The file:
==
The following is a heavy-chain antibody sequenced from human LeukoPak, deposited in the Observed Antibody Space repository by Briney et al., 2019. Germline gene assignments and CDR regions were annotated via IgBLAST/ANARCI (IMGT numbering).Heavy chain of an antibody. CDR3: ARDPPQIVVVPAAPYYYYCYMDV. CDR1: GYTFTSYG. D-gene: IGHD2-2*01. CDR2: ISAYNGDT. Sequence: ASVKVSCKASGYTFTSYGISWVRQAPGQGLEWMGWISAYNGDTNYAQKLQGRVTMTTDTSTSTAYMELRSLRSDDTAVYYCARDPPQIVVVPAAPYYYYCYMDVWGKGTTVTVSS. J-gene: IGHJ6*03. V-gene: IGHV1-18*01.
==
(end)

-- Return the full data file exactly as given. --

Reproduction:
The following is a heavy-chain antibody sequenced from human LeukoPak, deposited in the Observed Antibody Space repository by Briney et al., 2019. Germline gene assignments and CDR regions were annotated via IgBLAST/ANARCI (IMGT numbering).Heavy chain of an antibody. CDR3: ARDPPQIVVVPAAPYYYYCYMDV. CDR1: GYTFTSYG. D-gene: IGHD2-2*01. CDR2: ISAYNGDT. Sequence: ASVKVSCKASGYTFTSYGISWVRQAPGQGLEWMGWISAYNGDTNYAQKLQGRVTMTTDTSTSTAYMELRSLRSDDTAVYYCARDPPQIVVVPAAPYYYYCYMDVWGKGTTVTVSS. J-gene: IGHJ6*03. V-gene: IGHV1-18*01.